A new kind of no-frills bank could kickstart India’s long-awaited mobile money revolution

Mobile money shouldn’t require a trip to the bank.
Mobile money shouldn’t require a trip to the bank.
Image: Reuters/Anindito Mukherjee
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The Reserve Bank of India (RBI) is one of the few institutions Indians respect (paywall). India’s central bank is known for being clean, sensible, and well-run. It is also extremely cautious. That is one reason India has remained a laggard in the mobile money revolution sweeping the poor world.

That may soon change. The RBI this month issued a set of draft guidelines (pdf) for the establishment of a new kind of bank in India, called a “payments bank.” Such banks would not be allowed to lend—one of the core functions of anything that usually wants to call itself a bank. Instead, they will be restricted to accepting and cashing out deposits and remittances. And the first to apply for these licenses will be mobile operators.

India has remained a laggard in mobile money services because Indian regulations have required mobile operators work with banks to dispense hard currency, preventing them from using their distributors and agents to cash out money sent through their networks. That has hampered the growth of the industry because Indian banks are lousy when it comes to serving the rural population that would most benefit from using mobile money accounts. After all, what’s the point of transferring money electronically if the payee still needs to trudge to the nearest bank branch—which can often be several miles away—in order to get cash in hand?


Under the new regulations, a variety of entities, including mobile telephone companies and supermarket chains, will be eligible to become payments banks. That means India’s unbanked poor, who have remained locked out of the financial system, will finally be able to open accounts and store money electronically. Indeed, one stipulation for the new kind of bank is that it must have at least a quarter of its access points (which includes agents, if not necessarily full-service branches) in rural locations with a population of fewer than 10,000 people.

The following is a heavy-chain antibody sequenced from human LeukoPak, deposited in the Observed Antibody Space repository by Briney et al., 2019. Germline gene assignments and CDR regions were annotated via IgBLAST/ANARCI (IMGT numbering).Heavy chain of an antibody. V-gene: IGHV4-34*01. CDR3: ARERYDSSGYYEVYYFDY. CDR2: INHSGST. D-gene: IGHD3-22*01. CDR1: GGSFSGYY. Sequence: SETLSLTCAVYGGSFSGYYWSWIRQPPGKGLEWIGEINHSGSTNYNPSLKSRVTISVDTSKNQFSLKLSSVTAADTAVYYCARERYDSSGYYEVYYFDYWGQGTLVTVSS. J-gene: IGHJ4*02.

“It would mean if you want to remit money to your uncle in your village, or receive money from your brother in Dubai, you can do that,” said Nachiket Mor, who chaired the committee that drafted the report suggesting payments banks, in an interview with the Financial Times (paywall). “It would be basic banking for the masses, and it would be hugely popular.”

For migrant workers who have had to rely on slow postal money orders, expensive third-party transfer services, and informal remittance services, payments banks will mean a simpler, safer way of sending money home. For the many mobile money service providers—India has 15 services, second only to Nigeria—that would mean being able to realize the full potential of their networks. That could see revenues rise anywhere from 1% and 8%, according to a Credit Suisse estimate.

The shift will also bring real competition to the sector. Customers will make choices based on the size of the operators’ agent networks and their service fees—which will mean that not all mobile money operations will survive.